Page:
Yanin broke onto the scene with Chocolate, another Baa-Ram-Ewe production that positioned her as "the next Tony Jaa" (likely because Jaa was already proving to be a challenge to work with). Pardon the obvious play on words, but her status as a badass is unquestionable; watch any of her movies and it's clear that, studio promo hype or no, she deserves to be unleashing martial arts mastery on screen. However, This Girl is Badass (or the slightly more stylized version This Girl is Bad-Ass!!) is meant to represent a change of pace for everyone involved, and the results are deeply underwhelming. Wongkhamlao, who many viewers will recognize as Jaa's sidekick in Ong Bak and The Protector, has been given the chance to make his own movie, and the guy's comedic instincts take over in this wacky movie that almost forgets to include any of the badassery it promises in the title.
To clarify: this is not "an action comedy." The jokes on display here are pitched with the same kind of subtlety as, say, the jokes in Airplane!. Chuanchuen, for example, has eyebrows and a mustache that curl off his face like a cartoon character, and he travels on a giant stuffed horse with wheels, which he moves by bouncing up and down (assuming I understand the mechanics of his ride correctly). One of the film's central threads involves a fat kid named Duan (Chalerm Yamchamang), who desperately wants Jukkalan to notice him. The fact that he is fat and ugly is one of the movie's favorite jokes, with multiple characters simply telling him to give up and go away (midway through, the movie changes it up briefly by having him tell that to another girl who is supposedly even crazier than he is). Although it's not very funny, there's nothing wrong with any of this material in principle, except that it's probably not what anyone expects when choosing a movie titled This Girl is Badass.
Sadly, Wongkhamlao doesn't have a good grip on how to direct action. There are a few scenes where Yanin finally gets to show off her moves, but Wongkhamlao doesn't know how to hide the seams: the hits lack impact, and the moves are rote in a way that feels like a failure to correctly shoot the choreography. During the finale, there are some slow-motion shots with edits in them, which robs them of impact. It also seems like a crime that the movie doesn't do much to integrate the bicycle into the action sequences. It factors into the first sequence, but "integration" generally means Yayin literally picks up the bike and hits a guy with it, which is not really a bike stunt. Later, she throws gears at some guys and uses some lug nuts as brass knuckles, but the finale is pretty bike-less. At least Premium Rush tried to devise a number of bike-centric stunt pieces.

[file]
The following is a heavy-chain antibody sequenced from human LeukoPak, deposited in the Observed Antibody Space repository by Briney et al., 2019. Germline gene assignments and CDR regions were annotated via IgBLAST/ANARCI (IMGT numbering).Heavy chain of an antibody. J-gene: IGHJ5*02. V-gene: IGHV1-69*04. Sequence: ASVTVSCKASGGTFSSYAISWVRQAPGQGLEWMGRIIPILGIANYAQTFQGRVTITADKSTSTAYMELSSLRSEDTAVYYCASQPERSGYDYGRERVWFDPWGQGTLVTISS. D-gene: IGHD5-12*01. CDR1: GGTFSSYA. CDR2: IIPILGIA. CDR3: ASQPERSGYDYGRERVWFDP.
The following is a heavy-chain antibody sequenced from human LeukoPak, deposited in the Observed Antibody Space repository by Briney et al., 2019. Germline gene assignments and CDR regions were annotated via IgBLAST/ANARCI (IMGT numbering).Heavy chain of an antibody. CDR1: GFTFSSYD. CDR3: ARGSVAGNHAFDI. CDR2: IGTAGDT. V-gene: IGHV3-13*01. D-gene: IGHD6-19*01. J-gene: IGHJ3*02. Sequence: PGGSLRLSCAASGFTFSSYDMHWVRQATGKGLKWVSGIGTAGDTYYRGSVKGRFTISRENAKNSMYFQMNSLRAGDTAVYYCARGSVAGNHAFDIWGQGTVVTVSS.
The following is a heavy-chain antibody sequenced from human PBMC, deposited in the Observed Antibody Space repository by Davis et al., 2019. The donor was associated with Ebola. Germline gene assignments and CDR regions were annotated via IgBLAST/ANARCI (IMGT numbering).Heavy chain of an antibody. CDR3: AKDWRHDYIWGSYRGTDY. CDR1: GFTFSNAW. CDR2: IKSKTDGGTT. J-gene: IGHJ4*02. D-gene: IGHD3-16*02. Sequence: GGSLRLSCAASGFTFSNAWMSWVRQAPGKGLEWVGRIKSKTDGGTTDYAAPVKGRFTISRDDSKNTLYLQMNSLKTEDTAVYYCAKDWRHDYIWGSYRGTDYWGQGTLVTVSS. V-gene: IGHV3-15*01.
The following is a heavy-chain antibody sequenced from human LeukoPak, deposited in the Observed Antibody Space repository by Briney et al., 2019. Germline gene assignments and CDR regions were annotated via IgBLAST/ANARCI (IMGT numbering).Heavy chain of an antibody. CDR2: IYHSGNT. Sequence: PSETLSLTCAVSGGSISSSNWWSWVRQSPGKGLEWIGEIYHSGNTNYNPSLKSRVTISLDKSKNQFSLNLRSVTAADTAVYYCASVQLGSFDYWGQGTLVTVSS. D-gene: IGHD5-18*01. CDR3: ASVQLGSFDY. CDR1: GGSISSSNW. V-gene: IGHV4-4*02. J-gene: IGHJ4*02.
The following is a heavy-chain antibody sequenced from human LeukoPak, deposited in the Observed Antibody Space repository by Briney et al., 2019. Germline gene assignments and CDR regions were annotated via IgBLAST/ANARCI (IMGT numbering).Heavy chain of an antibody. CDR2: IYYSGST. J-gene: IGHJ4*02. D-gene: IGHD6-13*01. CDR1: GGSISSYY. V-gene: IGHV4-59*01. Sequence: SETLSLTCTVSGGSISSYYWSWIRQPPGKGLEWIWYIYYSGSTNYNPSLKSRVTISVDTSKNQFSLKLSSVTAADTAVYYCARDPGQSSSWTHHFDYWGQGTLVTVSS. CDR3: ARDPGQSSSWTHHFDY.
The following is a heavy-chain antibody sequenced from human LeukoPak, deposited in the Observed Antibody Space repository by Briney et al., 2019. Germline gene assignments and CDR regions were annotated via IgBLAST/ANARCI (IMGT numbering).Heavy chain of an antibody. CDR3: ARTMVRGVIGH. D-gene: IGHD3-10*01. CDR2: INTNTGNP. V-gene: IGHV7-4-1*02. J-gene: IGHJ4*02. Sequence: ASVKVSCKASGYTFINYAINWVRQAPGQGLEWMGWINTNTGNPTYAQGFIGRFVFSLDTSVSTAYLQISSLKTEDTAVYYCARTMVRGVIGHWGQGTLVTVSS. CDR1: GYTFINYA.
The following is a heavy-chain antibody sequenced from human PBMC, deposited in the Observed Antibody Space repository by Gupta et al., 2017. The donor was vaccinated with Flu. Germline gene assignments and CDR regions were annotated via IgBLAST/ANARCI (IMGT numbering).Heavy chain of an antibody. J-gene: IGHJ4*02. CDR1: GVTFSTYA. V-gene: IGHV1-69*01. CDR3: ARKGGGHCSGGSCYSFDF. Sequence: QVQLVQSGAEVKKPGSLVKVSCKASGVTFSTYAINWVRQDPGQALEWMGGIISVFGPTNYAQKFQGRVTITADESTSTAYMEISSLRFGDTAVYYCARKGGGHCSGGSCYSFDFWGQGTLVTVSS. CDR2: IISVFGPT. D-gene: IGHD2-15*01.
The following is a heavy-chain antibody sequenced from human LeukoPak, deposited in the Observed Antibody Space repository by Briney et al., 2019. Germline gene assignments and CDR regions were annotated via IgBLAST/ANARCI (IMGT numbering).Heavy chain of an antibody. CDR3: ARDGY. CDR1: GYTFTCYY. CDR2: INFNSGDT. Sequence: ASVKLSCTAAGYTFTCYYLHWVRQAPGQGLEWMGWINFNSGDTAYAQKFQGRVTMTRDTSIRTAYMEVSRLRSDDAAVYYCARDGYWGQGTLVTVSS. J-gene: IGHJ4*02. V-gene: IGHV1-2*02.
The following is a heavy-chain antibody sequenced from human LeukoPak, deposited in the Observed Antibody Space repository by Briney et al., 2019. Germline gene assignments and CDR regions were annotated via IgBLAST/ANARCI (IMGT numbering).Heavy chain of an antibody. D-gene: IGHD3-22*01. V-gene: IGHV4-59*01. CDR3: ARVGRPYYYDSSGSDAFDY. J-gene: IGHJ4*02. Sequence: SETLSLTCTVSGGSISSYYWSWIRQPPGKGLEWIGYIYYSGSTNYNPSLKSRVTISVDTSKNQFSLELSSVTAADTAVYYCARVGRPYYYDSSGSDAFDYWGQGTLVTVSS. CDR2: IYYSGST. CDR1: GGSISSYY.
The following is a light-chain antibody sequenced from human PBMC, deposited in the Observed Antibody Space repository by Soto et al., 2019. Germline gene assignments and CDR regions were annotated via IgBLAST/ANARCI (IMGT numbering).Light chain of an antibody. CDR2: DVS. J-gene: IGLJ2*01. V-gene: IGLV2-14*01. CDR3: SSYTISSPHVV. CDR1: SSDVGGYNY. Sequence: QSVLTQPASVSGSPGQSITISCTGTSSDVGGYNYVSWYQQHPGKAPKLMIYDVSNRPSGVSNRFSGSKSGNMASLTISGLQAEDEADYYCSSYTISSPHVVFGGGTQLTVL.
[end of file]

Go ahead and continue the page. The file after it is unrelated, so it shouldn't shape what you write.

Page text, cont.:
Beyond the underwhelming comedy and the underwhelming action, there are third and fourth threads that eat up more of the 99-minute runtime. The best of them is actually Yanin's starry-eyed attraction to a hunky guitar player next door (Bawriboon Chanreuang). In the extras, Wongkhamlao expresses his desire to show the bubbly side of Yanin's personality, and although there's a lot of this romance for a movie concentrating on so many other things, this is the one area where he's totally successful -- she's pretty adorable without scraping away any of her tough veneer. The least-served thread has something to do with Wang's dark past, relating to a neighbor who he showers with affection. What I took from it doesn't make any sense at all in the context of the rest of the movie, so I'm going to guess I understood it wrong, but the fact that I think I'd have to watch the whole movie again to figure it out sums up the ways in which This Girl is Badass stumbles.
The Video and Audio
Trailers for The Sorcerer and the White Snake, John Dies at the End, The ABCs of Death, The Brass Teapot, and a promo for axs.tv Live Live play before the main menu, and are accessible under the special features. An original theatrical trailer for This Girl is Badass is also included.